Using Data Merge in InDesign

Using Data Merge in InDesign

This is quick tutorial we put together that allows you link variable data in Microsoft Excel to your InDesign layout. Once you have it set up, you can save an incredible amount of time. For example, you can batch plot hundreds of NPP letters­—each one generating names and addresses—from the Excel file straight into InDesign.  

Here are six easy steps: 

This tutorial highlights the workflow between Excel and inDesign. This is similar to Word’s ancient MailMerge feature in that you can have variable data on the same “master” sheet, but using inDesign allows you to maintain the graphic consistency you desire. I was tasked to prepare a letter invitation for a Neighborhood Participation Program (NPP) meeting. Given that there were 600+ names and address to send to, I didn’t want to manually copy and paste the data into the inDesign file. Thus, DATA MERGE! 

This tutorial highlights the workflow between Excel and inDesign. This is similar to Word’s ancient MailMerge feature in that you can have variable data on the same “master” sheet, but using inDesign allows you to maintain the graphic consistency you desire.

I was tasked to prepare a letter invitation for a Neighborhood Participation Program (NPP) meeting. Given that there were 600+ names and address to send to, I didn’t want to manually copy and paste the data into the inDesign file. Thus, DATA MERGE! 

After recieving the Excel file from the city, I went through and made sure there were no blanks within the cell categories. This took a little time but the system won’t work if there is missing information. The variable categories in the Excel file will reflect the categories in the inDesign file. 

After recieving the Excel file from the city, I went through and made sure there were no blanks within the cell categories. This took a little time but the system won’t work if there is missing information. The variable categories in the Excel file will reflect the categories in the inDesign file. 

InDesign needs to read the text based components of the excel file for data merging to work. It’s good to make a copy of the original excel file before saving as a CSV because doing so may cause you to lose some formatting options.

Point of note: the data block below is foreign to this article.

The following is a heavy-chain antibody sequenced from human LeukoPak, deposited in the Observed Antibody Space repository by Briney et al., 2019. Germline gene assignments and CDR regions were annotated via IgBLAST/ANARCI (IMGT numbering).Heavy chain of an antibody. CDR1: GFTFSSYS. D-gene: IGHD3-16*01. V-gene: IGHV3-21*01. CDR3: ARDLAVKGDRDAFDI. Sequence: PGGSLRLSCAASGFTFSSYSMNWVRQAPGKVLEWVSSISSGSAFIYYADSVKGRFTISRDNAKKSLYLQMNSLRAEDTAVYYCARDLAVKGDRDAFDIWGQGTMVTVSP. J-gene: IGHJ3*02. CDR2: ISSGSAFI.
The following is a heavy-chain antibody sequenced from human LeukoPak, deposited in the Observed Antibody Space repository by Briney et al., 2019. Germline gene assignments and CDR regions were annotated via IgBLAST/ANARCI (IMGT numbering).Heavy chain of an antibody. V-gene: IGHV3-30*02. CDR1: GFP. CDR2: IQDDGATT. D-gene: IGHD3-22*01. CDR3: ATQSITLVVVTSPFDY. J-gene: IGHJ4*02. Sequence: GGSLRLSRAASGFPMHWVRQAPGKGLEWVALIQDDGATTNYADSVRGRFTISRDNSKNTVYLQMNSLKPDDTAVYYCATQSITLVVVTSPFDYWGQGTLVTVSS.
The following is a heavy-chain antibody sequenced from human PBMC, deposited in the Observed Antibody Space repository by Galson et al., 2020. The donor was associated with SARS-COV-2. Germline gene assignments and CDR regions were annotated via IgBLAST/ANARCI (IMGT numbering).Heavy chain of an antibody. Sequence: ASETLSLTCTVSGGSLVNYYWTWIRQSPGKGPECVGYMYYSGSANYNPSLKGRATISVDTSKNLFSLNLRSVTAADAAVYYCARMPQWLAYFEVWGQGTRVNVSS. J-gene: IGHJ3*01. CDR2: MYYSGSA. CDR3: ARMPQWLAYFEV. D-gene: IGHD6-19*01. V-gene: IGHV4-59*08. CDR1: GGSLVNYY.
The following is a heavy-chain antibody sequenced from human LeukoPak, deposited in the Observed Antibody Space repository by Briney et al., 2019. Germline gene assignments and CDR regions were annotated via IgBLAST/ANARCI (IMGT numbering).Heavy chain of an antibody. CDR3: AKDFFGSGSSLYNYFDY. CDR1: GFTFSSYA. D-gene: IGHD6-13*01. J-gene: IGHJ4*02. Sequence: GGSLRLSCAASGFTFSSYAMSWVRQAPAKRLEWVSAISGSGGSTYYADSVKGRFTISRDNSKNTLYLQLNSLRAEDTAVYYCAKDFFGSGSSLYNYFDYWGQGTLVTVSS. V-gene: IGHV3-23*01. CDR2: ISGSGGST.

InDesign needs to read the text based components of the excel file for data merging to work. It’s good to make a copy of the original excel file before saving as a CSV because doing so may cause you to lose some formatting options.

 

You can find the data merge feature under Window>Utilities>Data Merge. The Data Merge window will appear on your screen. Go to the drop down button and click Select Data Source..

You can find the data merge feature under Window>Utilities>Data Merge. The Data Merge window will appear on your screen. Go to the drop down button and click Select Data Source..

Drag and drop onto page where you want the information to be located. The titles from the excel file will appear in the utility box. All that's left to do is drag and drop!

Drag and drop onto page where you want the information to be located. The titles from the excel file will appear in the utility box. All that's left to do is drag and drop!

Preview the associated information. With the preview box checked you can now see the linked information from the Excel file, and click the left/right arrows to cycle through. From here, you can batch plot!

Preview the associated information. With the preview box checked you can now see the linked information from the Excel file, and click the left/right arrows to cycle through.


From here, you can batch plot!